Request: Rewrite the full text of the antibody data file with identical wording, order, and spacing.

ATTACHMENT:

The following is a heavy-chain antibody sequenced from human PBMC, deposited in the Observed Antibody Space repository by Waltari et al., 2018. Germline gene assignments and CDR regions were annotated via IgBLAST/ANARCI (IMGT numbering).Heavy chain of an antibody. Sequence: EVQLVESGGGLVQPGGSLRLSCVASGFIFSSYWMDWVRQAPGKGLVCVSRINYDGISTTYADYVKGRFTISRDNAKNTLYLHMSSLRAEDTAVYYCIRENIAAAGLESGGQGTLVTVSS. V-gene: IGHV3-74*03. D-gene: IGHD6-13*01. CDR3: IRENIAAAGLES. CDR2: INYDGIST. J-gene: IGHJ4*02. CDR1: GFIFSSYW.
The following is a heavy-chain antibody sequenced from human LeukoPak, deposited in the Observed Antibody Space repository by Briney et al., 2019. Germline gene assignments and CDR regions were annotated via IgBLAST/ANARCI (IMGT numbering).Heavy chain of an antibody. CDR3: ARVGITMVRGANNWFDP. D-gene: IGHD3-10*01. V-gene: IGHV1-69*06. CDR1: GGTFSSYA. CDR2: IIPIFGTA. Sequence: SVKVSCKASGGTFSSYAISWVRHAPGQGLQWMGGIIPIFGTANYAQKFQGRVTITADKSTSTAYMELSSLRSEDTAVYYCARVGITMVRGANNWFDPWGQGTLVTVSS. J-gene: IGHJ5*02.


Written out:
The following is a heavy-chain antibody sequenced from human PBMC, deposited in the Observed Antibody Space repository by Waltari et al., 2018. Germline gene assignments and CDR regions were annotated via IgBLAST/ANARCI (IMGT numbering).Heavy chain of an antibody. Sequence: EVQLVESGGGLVQPGGSLRLSCVASGFIFSSYWMDWVRQAPGKGLVCVSRINYDGISTTYADYVKGRFTISRDNAKNTLYLHMSSLRAEDTAVYYCIRENIAAAGLESGGQGTLVTVSS. V-gene: IGHV3-74*03. D-gene: IGHD6-13*01. CDR3: IRENIAAAGLES. CDR2: INYDGIST. J-gene: IGHJ4*02. CDR1: GFIFSSYW.
The following is a heavy-chain antibody sequenced from human LeukoPak, deposited in the Observed Antibody Space repository by Briney et al., 2019. Germline gene assignments and CDR regions were annotated via IgBLAST/ANARCI (IMGT numbering).Heavy chain of an antibody. CDR3: ARVGITMVRGANNWFDP. D-gene: IGHD3-10*01. V-gene: IGHV1-69*06. CDR1: GGTFSSYA. CDR2: IIPIFGTA. Sequence: SVKVSCKASGGTFSSYAISWVRHAPGQGLQWMGGIIPIFGTANYAQKFQGRVTITADKSTSTAYMELSSLRSEDTAVYYCARVGITMVRGANNWFDPWGQGTLVTVSS. J-gene: IGHJ5*02.